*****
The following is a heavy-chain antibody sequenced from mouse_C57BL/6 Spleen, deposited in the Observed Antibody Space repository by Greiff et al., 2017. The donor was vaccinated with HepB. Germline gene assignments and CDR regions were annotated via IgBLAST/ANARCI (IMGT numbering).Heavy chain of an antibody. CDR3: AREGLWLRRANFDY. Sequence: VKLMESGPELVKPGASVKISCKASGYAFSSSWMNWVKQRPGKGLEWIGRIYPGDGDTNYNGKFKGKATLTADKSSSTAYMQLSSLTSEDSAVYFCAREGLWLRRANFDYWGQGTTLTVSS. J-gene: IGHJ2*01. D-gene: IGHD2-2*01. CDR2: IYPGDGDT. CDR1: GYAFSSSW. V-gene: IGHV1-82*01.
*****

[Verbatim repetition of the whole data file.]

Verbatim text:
The following is a heavy-chain antibody sequenced from mouse_C57BL/6 Spleen, deposited in the Observed Antibody Space repository by Greiff et al., 2017. The donor was vaccinated with HepB. Germline gene assignments and CDR regions were annotated via IgBLAST/ANARCI (IMGT numbering).Heavy chain of an antibody. CDR3: AREGLWLRRANFDY. Sequence: VKLMESGPELVKPGASVKISCKASGYAFSSSWMNWVKQRPGKGLEWIGRIYPGDGDTNYNGKFKGKATLTADKSSSTAYMQLSSLTSEDSAVYFCAREGLWLRRANFDYWGQGTTLTVSS. J-gene: IGHJ2*01. D-gene: IGHD2-2*01. CDR2: IYPGDGDT. CDR1: GYAFSSSW. V-gene: IGHV1-82*01.